toward some draining revelation. Air:
    too thin to grasp, to breath. Such pressure. Gasp.
    The stars invert, electric, everywhere.
    And so we fall, down-tumbling through night’s fissure:

    two beings still intent to fall forever
    around each otherfumbling at love’s tether . . .
    now separate, now distant, now together.

    Copyright © 2002 by Michael Burch

    Imperfect Sonnet
    by Michael Burch 

    A word before the light is doused: the night
    is something wriggling through an unclean mind,
    as rats creep through a tenement. And loss
    is written cheaply with the moon’s cracked gloss
    like lipstick through the infinite, to show
    love’s pale yet sordid imprinton us. Go.

    We have not learned love yet, except to cleave.
    I saw the moon rise once . . . but to believe . . .
    was of another century . . . and now . . .
    I have the faith to love, but not the strength.

    Despair, once stretched out to its utmost length,
    lies couched in squalor, watching as the screen
    reveals “love’s” damaged images: its dreams . . .
    and masturbating limply, screams and screams.

    Copyright © 2002 by Michael Burch

    by Michael Burch 

    . . . Among the shadows of the groaning elms,
    amid the darkening oaks, we lose ourselves . . .

    . . . once there were paths that led to coracles
    that clung to piers like loosening barnacles . . .

    . . . where we cannot return, because we lost
    the pebbles and the playthings, and the moss . . .

    . . . hangs weeping gently downward, maidens’ hair
    who never were enchanted, and the stairs . . .

    . . . that led up to the Fortress in the trees
    will not support our weight, but on our knees . . .

    . . . we still might fit inside those splendid hours
    of damsels in distress, of rustic towers . . .

    . . . of voices of the wolves’ tormented howls
    that died, and live in dreams’ soft, windy vowels . . .

    Copyright © 2002 by Michael Burch

    Drive Bye
    by Kevin Gallagher 

    I sat cross-legged swinging on my swing
    feeling less alive than a marionette.
    The neighbor’s children danced under the sunset
    pulling each other’s hair while singing
    songs that had a particular ring
    that made them impossible to forget.
    So I wasn’t surprised when the bullet
    hit my head. I was too busy smiling.
    I smiled when they put me in the casket.
    I smiled when they lowered me under my stone.
    It took my death to bury my hatchet,
    the roots around me remind me of my bones.
    They shot the living daylights out of me.
    I can’t see. You can’t see me. But I be.

    Copyright © 2002 by Kevin Gallagher

    The Street Pavers
    by B. E. Stock 

    As other men retire, we commence 
    Steering our monstrous cranes and gears along 
    The avenue. The grinding tar’s our song, 
    Our drums the filling of a truck’s immense 
    Interior. Amid the darkness dense 
    We flash our orange vesture, and with strong 
    Gestures, when a bus is heading wrong, 
    Wave it beyond the cones’ too fragile fence. 

    What though the silken ribbons of the tar 
    We pour and flatten with an iron wheel 
    In glaring city midnight last an hour 
    Before the dawn? The motorists who mar 
    This surface in the morning will not feel 
    The weary wonder of perfected power. 

    Copyright © 2002 by B. E. Stock

    The Disguise
    by B. E. Stock 

    If I adorn my hair with butterflies, 
    Buy a tight sweater, dance away the night, 
    Make twice the money, publicize my brain,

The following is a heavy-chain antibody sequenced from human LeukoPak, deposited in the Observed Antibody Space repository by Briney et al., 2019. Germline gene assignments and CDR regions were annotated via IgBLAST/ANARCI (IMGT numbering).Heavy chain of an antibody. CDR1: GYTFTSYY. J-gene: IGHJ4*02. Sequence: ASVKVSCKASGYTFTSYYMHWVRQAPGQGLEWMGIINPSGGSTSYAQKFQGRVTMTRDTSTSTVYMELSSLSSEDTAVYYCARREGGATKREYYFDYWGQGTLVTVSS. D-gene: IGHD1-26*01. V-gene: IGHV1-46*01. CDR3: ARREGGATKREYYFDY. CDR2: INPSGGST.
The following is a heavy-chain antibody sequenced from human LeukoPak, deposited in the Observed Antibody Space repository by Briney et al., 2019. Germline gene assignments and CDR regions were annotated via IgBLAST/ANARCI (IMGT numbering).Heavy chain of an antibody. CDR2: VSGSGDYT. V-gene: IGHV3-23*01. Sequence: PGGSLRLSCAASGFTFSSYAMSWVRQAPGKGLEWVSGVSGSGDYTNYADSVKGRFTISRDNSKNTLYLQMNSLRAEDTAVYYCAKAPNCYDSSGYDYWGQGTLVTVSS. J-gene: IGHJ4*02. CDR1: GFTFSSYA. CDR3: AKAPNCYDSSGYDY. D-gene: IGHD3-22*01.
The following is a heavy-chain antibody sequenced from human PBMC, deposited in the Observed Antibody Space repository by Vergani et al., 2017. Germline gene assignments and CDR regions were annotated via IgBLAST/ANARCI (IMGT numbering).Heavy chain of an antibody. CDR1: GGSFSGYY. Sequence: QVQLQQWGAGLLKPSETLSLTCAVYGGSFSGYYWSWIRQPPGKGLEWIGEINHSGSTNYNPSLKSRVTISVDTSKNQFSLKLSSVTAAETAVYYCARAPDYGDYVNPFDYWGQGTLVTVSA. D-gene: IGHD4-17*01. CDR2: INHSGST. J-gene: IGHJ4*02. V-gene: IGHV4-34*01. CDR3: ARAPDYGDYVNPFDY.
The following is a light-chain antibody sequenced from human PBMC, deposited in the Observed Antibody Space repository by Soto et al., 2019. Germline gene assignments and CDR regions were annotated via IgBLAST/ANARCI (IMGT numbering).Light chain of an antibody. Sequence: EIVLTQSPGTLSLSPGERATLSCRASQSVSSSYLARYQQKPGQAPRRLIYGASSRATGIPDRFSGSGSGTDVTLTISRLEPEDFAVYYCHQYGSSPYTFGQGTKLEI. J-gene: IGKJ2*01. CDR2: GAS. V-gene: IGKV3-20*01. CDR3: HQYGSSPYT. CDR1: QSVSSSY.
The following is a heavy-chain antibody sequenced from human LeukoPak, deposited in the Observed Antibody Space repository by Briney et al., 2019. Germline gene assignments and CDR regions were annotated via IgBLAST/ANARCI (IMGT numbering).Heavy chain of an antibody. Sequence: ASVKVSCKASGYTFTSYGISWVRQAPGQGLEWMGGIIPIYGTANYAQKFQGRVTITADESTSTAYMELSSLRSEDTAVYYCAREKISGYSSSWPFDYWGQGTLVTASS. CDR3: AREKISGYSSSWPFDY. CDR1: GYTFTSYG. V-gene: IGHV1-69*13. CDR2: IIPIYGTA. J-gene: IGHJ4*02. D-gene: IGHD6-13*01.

Away with you! I’m safe in my disguise. 
    I fool myself, keep mourning out of sight, 
    And guarantee I will not love again. 

    I waken dizzy to a moonlit room; 
    I cry without remembering the cause; 
    I walk among the crowd with aching jaws, 
    Smiling with happiness, they all assume. 
    “Tear up the clothing, manifest the gloom, 
    Go for a crewcut! crumble in the jaws 
    Of pain, until the beast no longer gnaws 
    Your bones. Then, let the orchestra resume.”

    Copyright © 2002 by B. E. Stock

    The Undoing
    by B. E. Stock 

    Whom did I love? I scarcely use his name 
    And scarcely think of him. And yet I miss 
    Something, and reach for something. To my shame, 
    After nine years and many an ardent kiss, 
    Here I remainno pain, no ice, no flame. 
    In all that time we surely climbed to bliss 
    Just once without critique or doubt or blame. 
    I don’t remember. It has come to this: 

    The ring upon my finger’s turned to lies, 
    And I have fled the home I furnished well, 
    And found this garret, and I find it sweet. 
    The beauty’s gone that sparkled in your eyes. 
    I wonder, do you mean the love you tell, 
    Or does your heart with dread of silence beat? 

    Copyright © 2002 by B. E. Stock

    From the Other Side
    by B. E. Stock 

    Right to the end I was Francis Bernadone. 
    I could never be free of that, however I tried. 
    I have been sent to you because you cried 
    To God that you were rootless and alone. 
    What would you rather bea corporate clone 
    Perhaps, a video life, a Mafia bride, 
    Incestuous ethnic slapped by macho pride, 
    Or a trapped farmer’s wife where reapers drone? 

    Listen to the wild wind in the pines, and know 
    It sings for you, whose voices waken the dawn, 
    And love it back by daring to be free. 
    On every moment beckoning, bestow 
    Yourself anew, let other years begone, 
    Createyou, who belong to Eternity! 

    Copyright © 2002 by B. E. Stock

    In Defense of Meter
    by Michael Burch 

    The earth is full of rhythms so precise
    the octave of the crystal can produce
    a trillion oscillations, yet not lose
    a second’s beat. The ear needs no device

    to hear the unsprung rhythms of the couch
    drown out the mouth’s; the lips can be debauched
    by kisses, should the heart put back its watch
    and find the pulse of love, and sing, devout.

    If moons and tides in interlocking dance
    obey their numbers, what is left to chance?
    Should poets be more laxtheir circumstance
    as humble as it is?or readers wince

    to see their ragged numbers thin, to hear
    of Nero’s death, and mourn the Cavalier?

    Copyright © 2002 by Michael Burch